Hemodynamic effects of corticotropin releasing hormone in the anesthetized cynomolgus monkey

Robert Udelsman, William T. Gallucci, John Bacher, D. Lynn Loriaux, George P. Chrousos

Research output: Contribution to journalArticle

34 Scopus citations

Abstract

Right atrial bolus administration of rat/human corticotropin releasing hormone (r/hCRH) at a dose of 90 μg/kg to anesthetized cynomolgus monkeys caused a dramatic and prolonged fall in both the peripheral vascular resistance (48% reduction) and mean systemic blood pressure (36% reduction). An associated tachycardia could be blocked with prior propranolol administration and thus was probably reflexic. A mean 43 and 37% increase in the flow of the superior mesenteric and common iliac arteries, respectively, was demonstrated with electromagnetic flow probes. These changes were associated with a concomitant 38 and 40% dimunution in the respective vascular resistance. Similar blood flow changes were noted in the carotid artery, however, these were of a much shorter duration. None of these changes occurred in placebo-treated animals. Plasma adrenocorticotropic hormone and cortisol concentrations were elevated basally and throughout the procedure and were similar in the experimental and control groups, suggesting maximal activity of the hypothalamic-pituitary-adrenal axis. Plasma renin activity, however, gradually increased in the r/hCRH-treated animals, probably as a result of the systemic hypotension. We speculate that CRH or a CRH-like substance may function as a paracrine hormone modulating local blood vessel tone and may be important in directing blood flow during stress and injury. The vasoactive properties of exogenous r/hCRH may be of clinical use in man.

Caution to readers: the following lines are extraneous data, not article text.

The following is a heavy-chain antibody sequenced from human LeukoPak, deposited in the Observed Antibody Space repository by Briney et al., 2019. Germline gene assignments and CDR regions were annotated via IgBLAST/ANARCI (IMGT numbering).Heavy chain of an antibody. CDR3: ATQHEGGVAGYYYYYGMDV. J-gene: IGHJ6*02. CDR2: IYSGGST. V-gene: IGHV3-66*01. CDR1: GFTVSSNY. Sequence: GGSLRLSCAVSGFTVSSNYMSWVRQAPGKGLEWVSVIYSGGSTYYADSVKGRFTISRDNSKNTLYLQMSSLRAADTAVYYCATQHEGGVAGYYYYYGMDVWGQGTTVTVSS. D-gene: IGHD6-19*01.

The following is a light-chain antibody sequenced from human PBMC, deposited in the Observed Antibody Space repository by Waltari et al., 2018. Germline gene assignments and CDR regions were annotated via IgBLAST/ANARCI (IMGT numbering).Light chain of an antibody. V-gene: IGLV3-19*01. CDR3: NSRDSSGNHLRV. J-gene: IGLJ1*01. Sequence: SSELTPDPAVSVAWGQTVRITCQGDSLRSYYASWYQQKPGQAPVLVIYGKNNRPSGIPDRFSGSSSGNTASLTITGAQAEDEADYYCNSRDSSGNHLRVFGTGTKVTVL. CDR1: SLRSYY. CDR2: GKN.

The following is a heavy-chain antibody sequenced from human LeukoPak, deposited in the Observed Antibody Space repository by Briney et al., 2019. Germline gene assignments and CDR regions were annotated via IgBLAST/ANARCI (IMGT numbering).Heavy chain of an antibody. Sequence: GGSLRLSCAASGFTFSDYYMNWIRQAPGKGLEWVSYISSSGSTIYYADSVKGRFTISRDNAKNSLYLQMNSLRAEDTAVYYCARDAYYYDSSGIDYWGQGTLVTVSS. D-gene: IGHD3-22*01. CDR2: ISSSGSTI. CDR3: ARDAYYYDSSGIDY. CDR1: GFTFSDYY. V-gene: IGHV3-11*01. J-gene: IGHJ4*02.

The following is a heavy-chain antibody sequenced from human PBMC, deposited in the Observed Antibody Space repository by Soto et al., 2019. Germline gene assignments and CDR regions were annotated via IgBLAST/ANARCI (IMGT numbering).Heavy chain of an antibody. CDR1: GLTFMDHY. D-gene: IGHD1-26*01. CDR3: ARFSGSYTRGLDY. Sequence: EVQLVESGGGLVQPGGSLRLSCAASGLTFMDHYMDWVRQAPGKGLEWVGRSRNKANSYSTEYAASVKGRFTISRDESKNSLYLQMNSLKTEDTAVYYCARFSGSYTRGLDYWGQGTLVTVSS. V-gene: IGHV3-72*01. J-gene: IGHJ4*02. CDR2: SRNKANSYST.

Original languageEnglish (US)
Pages (from-to)465-471
Number of pages7
JournalPeptides
Volume7
Issue number3
DOIs
StatePublished - Jan 1 1986

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Keywords

  • Corticotropin releasing hormone
  • Cynomolgus monkey
  • Vasodilator

ASJC Scopus subject areas

  • Biochemistry
  • Physiology
  • Endocrinology
  • Cellular and Molecular Neuroscience

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